In fact, his Honda was the best car at the Indianapolis Motor Speedway all month. His pole-winning four lap average speed of 234.217 miles per hour around the 2.5-mile Indianapolis Motor Speedway was a record for this fabled race.

Palou looked good throughout the race, before he had to scratch and claw and race his way back to the top-five after he restarted 28th.

In the Indianapolis 500, however, the best car doesn’t always win.

“It’s two years in a row that we were leading the race at the beginning and had to drop to last,” Palou said. “Maybe next year, we will start in the middle of the field and go on to win the race.

“I know he didn’t do it on purpose. It’s better to let that pass someday.”

Palou said the wild racing at the end was because the downforce package used in Sunday’s race means the drivers have to be aggressive. The front two cars can battle for the victory, but cars back in fourth or fifth place can’t help determine the outcome of the race.

That is when the “Tail of the Dragon” comes into the play.

Franchitti helped celebrate Ericsson’s win in 2022 with his “Tail of the Dragon” zigzag move – something he never had to do in any of his three Indianapolis 500 victories because they all finished under caution.

In 2023, however, IndyCar Race Control wants to make every attempt to finish the race under green, without going past the scheduled distance like NASCAR’s overtime rule.

Instead of extra laps, they stop the race with a red flag, to create a potential green-flag finish condition.

“You do what you have to do to win within the rules, and it’s within the rules, so you do it,” Franchitti said. “The race is 200 laps and there is a balance.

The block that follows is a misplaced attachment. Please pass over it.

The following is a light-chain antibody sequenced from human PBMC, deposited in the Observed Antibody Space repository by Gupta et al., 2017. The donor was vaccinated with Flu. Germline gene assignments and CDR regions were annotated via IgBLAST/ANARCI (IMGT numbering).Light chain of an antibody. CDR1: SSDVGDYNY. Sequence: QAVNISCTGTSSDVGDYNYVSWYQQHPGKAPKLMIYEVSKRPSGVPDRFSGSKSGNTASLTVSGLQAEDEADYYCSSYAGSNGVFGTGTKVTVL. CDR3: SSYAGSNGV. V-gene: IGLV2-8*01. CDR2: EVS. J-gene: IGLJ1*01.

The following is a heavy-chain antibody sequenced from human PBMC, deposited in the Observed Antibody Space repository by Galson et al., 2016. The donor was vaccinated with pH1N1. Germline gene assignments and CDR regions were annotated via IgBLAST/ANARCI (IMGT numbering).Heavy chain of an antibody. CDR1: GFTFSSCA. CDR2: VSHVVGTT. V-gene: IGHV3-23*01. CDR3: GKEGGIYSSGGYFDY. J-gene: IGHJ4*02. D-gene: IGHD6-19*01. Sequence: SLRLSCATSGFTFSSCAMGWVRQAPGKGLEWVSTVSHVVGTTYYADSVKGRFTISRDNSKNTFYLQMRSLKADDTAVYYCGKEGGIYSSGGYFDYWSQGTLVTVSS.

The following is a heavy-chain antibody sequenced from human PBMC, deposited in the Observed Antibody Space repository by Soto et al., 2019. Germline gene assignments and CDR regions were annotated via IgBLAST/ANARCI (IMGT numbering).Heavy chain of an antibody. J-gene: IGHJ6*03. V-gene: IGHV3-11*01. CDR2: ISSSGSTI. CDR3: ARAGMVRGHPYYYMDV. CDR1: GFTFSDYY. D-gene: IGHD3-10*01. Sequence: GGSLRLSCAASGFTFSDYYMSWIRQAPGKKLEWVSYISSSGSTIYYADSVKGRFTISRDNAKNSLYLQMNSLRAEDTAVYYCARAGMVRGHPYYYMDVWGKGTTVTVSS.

“Marcus did a great job on that restart and so did Josef. It was just the timing of who was where and that was it.

“If you knew it was going to go red, you would have hung back on the lap before.

“Brilliant job by the whole Ganassi organization because it wasn’t looking very good at half-distance.

“Full marks to Josef Newgarden and Team Penske.”

Franchitti is highly impressed by how well Ericsson works with CGR engineer Brad Goldberg and how close this combination came to winning the Indianapolis 500 two-years-in-a-row.

It would have been the first back-to-back Indy 500 winner since Helio Castroneves in 2001 and 2002.

“Oh, he’s a badass,” Franchitti said Ericsson. “He proved it last year. He is so calm all day. What more do you need? As a driver, he’s fast and so calm.”

Ericsson is typically in good spirits and jovial.

He was stern and direct on pit road after the race.

“I did everything right, I did an awesome restart, caught Josef off-guard and pulled away,” Ericsson said on pit lane. “It’s hard to pull away a full lap and he got me back.

“I’m mostly disappointed with the way he ended. I don’t think it was fair and safe to do that restart straight out of the pits on cold tires for everyone.

“To me, it was not a good way to end that race.

“Congrats to Josef. He didn’t do anything wrong. He is a worthy champion, but it shouldn’t have ended like that.”

Palou also didn’t understand the last restart, which was a one-start showdown.

“I know that we want to finish under green,” Palou said. “Maybe the last restart I did, I didn’t understand. It didn’t benefit the CGR team.

“I’m not very supportive of the last one, but anyway.”

Dixon called the red flags “a bit sketchy.”

“The Red Flags have become a theme to the end of the race, but sometimes they can catch you out,” Dixon said. “I know Marcus is frustrated with it.

“All we ask for is consistency. I think they will do better next time.

“It’s a tough race. People will do anything they can to win it and with how these reds fall, you have to be in the right place at the right time. The problem is when they throw a Red or don’t throw a Red dictates how the race will end.

“It’s a bloody hard race to win. Congrats to Josef Newgarden and to Team Penske.”

Follow Bruce Martin on Twitter at @BruceMartin_500